In the case of Riot Blockchain, we see that the company recognized $126 million from crypto mining for the nine months ended September 30, 2022. However, during that time frame, it only converted $52 million of its crypto into cash. Also, during that nine month period, the company had to record an impairment of its bitcoin assets by $132 million. So even though they made $126 million in revenue from crypto mining, the value of that generated revenue decreased significantly, and Riot was only able to redeem a fraction of its existing crypto assets into cash.
As for Marathon Digital Holdings, the company generated $89 million in bitcoin mining revenue for the nine months ended September 30, 2022. However, it appears it did not redeem any of this mined crypto into cash. To make matters worse, Marathon had to record a $153 million impairment to its bitcoin holdings. Essentially, all the value of its generated revenues were lost during this period.
Because crypto assets prices are very volatile, it is evident that top line revenue is not a good financial metric for evaluating crypto mining companies.
Additionally, when crypto miners generate their revenue and are awarded with noncash consideration, these assets are typically stored in a crypto wallet. However, there are inconsistencies between these companies on their disclosure on wallet use. Crypto mining companies do not have the same methodologies in storing crypto.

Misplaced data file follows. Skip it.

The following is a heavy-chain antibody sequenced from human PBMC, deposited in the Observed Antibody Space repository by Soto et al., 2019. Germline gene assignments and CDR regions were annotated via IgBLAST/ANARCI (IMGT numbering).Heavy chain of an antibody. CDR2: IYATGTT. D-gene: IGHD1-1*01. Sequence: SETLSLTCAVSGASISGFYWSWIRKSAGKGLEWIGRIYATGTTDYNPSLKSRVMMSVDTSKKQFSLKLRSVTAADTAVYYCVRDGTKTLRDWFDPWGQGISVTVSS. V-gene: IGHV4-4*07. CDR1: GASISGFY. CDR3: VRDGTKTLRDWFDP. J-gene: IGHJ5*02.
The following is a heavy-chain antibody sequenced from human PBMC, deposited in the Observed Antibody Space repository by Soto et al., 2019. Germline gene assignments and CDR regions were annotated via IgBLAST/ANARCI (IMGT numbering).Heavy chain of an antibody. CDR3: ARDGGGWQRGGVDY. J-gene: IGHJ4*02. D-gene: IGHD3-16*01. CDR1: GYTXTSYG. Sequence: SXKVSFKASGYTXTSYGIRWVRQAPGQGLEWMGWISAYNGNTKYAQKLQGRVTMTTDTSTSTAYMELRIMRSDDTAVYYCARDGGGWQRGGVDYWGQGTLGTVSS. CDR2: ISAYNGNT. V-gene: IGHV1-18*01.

Some crypto mining companies store their digital assets in cold storage wallets, or offline wallets, while others use hot wallets, or wallets accessed via the internet. Also, these companies could use either proprietary or third-party wallets. Some popular third-party wallets include Coinbase ($COIN) or Crypto.com. Using any wallet has cybersecurity risks, but third-party wallets are even more risky.
Internal control weaknesses and red flags
Out of the 19 crypto mining companies that we analyzed, 16 of them had disclosed material control weaknesses within the last 4 years. That is over 84% of the companies analyzed.
Last week, we wrote a "Making sense of recent internal control issues". Based on our own back testing, we determined that material control weaknesses can have a significantly negative impact on a company’s future returns.
Some of the disclosures on these companies’ ineffective internal controls are alarming. For example, Riot Blockchain disclosed the following:
“The Company did not properly design or implement controls to ensure that data received from third parties is complete and accurate. Such data is relied on by the Company in determining amounts pertaining to revenue – mining and cryptocurrency assets held is complete and accurate. Automated process-level controls and manual controls that are dependent upon the information derived from such financially relevant systems were also determined to be ineffective as a result of such deficiency.”